Previous studies have demonstrated the risks associated with the traditional surgical approach for treating malignant LBO, namely high rates of morbidity, mortality, and stoma formation[23,24]. The less invasive alternative approach of colonic stent insertion, particularly of SEMS, promised to overcome the high hospitalization costs and poor quality of life related to these outcomes. While subsequent meta-analyses have been conducted to investigate the benefit and risk of endoscopic SBTS[25-28], no study to date had performed a focused comparison of palliative SEMS and palliative surgery for treating incurable malignant LBO-as is described herein.
In the current meta-analysis, palliative surgery was found to be superior to SEMS for decompressing incurable malignant LBO; while this finding is contrary to the majority of individual studies of this subject[29-32], it is consistent with the investigations by Cirocchi et al[28] and Sagar[33]. An important distinguishing feature among these collective studies is the variable definitions of palliative surgery that were used as the basis of analysis; in addition, these studies have yet to address whether and to what extent primary tumor resection affects the mean survival time of those patients suffering from advanced cancer[34,35]. In our meta-analysis of eleven studies, the overall clinical success rate of SEMS treatment ranged from 70%-95%. A previous multicenter study[36] of SEMS with long-term follow-up revealed that the clinical success rate increased gradually over time (87.8% at 30 d, 89.7% at 3 mo, 92.8% at 6 mo, and 96% at 12 mo). The follow-up period in our included studies are different but all within 12 mo and the clinical success rate was approximately similar. In addition, our meta-analysis revealed that obstructions caused by colorectal cancer benefited more from the surgical approach. Fernández-Esparrach et al[37] have reported a similar finding and hypothesized that the severe complications associated with the SEMS procedure, such as migration, obstruction and perforation, limited its long-term clinical efficacy. Moreover, the authors advised that adjunct palliative chemotherapy may help to promote the life expectancy of SEMS-treated patients. A retrospective study conducted in Korean patients advanced gastric cancer[38] also indicated that SEMS insertion was less effective than emergency surgery for the palliative treatment for colorectal obstructions. In light of these previous findings, and in agreement with the opinions expressed by other interested groups in this field[39,40], it is possible that the clinical stent success rate observed in our current meta-analysis had nothing to do with the stent placement or the etiology of the obstructions. Indeed, Sebastian et al[31] suggested that the clinical success rate of stenting is mainly associated with the site and extent of the obstruction.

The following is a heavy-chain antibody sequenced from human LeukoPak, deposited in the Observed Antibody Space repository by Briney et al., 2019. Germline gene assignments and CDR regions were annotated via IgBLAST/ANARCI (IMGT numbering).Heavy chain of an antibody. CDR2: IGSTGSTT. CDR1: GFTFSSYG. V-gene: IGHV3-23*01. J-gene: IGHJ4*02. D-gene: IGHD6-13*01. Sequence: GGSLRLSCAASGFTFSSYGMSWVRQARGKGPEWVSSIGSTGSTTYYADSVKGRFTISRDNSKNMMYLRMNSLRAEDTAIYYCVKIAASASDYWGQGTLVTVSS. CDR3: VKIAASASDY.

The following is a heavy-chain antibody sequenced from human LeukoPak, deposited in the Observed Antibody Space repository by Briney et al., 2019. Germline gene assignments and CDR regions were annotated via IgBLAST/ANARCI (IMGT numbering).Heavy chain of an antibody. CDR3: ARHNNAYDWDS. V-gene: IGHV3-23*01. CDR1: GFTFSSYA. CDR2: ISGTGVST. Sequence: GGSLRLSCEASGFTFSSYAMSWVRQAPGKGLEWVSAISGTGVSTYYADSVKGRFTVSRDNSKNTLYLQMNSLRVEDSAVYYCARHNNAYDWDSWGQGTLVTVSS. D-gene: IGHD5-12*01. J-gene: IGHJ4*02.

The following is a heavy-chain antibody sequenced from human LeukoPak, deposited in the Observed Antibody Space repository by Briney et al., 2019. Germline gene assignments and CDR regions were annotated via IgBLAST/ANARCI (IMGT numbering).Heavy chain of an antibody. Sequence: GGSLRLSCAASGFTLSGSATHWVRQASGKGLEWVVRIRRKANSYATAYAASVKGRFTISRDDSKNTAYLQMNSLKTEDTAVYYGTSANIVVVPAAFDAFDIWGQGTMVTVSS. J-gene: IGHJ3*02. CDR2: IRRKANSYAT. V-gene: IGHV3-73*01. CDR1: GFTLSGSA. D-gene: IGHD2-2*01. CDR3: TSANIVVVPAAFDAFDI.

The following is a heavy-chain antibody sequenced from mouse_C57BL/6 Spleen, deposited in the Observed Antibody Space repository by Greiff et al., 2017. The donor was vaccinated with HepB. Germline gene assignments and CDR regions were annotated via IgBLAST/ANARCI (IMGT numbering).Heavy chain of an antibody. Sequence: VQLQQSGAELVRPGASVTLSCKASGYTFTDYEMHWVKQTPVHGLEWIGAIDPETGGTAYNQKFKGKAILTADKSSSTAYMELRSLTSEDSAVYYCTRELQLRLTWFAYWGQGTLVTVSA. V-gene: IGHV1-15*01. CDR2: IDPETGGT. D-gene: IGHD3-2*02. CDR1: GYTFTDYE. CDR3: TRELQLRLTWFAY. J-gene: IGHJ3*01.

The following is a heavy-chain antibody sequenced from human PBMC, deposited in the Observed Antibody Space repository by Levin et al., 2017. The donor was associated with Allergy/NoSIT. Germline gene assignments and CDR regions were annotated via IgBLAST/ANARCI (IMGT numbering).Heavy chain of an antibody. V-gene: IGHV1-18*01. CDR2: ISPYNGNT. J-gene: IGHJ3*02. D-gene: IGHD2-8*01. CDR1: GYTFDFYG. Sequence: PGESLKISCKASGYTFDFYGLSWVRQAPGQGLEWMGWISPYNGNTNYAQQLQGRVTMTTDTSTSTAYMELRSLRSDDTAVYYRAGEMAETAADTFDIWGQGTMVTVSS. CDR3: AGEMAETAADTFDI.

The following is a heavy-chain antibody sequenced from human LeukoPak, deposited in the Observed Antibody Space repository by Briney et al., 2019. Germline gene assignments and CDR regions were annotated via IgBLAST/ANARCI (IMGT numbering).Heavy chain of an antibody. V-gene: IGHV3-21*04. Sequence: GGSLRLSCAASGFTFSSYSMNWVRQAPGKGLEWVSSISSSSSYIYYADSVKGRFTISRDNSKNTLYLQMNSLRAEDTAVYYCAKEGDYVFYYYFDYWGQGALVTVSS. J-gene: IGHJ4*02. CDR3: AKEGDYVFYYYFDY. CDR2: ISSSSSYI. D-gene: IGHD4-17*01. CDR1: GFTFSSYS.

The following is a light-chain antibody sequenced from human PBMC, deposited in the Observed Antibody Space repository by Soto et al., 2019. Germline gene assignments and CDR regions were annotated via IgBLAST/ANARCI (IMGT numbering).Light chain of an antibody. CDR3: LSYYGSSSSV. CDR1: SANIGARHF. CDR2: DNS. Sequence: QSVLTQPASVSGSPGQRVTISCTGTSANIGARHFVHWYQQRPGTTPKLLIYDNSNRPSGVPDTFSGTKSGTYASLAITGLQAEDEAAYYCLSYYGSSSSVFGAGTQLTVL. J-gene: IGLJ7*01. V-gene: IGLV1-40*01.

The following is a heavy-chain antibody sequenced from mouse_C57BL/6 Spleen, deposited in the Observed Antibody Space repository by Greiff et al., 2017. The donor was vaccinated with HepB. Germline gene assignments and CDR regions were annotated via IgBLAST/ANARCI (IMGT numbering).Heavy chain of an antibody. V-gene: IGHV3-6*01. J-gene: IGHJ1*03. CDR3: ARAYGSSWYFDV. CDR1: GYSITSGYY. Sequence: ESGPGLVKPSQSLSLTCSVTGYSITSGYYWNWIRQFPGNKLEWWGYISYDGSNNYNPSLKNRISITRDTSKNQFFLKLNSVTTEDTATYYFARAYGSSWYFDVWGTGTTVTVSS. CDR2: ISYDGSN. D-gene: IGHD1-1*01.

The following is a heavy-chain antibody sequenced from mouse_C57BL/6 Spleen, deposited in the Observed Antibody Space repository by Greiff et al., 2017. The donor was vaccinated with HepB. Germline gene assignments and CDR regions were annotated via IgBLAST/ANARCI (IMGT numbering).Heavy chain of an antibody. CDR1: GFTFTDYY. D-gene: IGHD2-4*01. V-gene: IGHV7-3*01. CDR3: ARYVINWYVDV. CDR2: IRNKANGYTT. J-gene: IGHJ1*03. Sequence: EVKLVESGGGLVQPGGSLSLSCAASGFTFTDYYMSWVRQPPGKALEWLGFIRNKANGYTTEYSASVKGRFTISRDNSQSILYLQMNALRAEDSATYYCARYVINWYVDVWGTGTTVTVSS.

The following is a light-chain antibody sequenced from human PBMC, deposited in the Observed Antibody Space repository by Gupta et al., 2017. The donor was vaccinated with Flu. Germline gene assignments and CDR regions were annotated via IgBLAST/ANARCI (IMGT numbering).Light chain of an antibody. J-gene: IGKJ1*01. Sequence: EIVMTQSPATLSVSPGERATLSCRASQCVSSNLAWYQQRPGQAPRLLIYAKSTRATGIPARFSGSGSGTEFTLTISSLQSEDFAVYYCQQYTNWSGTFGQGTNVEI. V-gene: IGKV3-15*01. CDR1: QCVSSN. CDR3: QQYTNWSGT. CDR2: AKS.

Our meta-analysis also indicated that SEMS treatment is associated with shorter lengths of hospital stay, reduced ICU admissions, fewer stoma formation, and shorter time to initiation of adjunct chemotherapy; These findings are consistent with results from other relevant studies[30,32,33,41] and suggest that the less trauma endured produced by the SEMS approach eliminates delay of post-procedure chemotherapy, thereby promoting beneficial patient outcome. It was unfortunate that the current meta-analysis was limited by a lack of comparative data concerning quality of life outcome and cost-effectiveness between these two palliative treatments; analysis of such data will be necessary for comprehensively assessing the feasibility of these palliative management approaches for advanced disease. Only one of the studies included in the meta-analysis, a RCT[20] comprised of 30 patients, attempted to address the monetary expense of stent placement, as compared to colostomy treatment; however, the analysis was abandoned due to the high rate of colonic perforation that occurred in the nonsurgical arm. However, some studies[32,42] that did not meet the criteria for inclusion in our meta-analysis have suggested that SEMS may be less costly than the conventional surgical approach for treating colonic cancer obstructions; but, we cannot comment on the quality or appropriateness of these data or the implications related to our findings.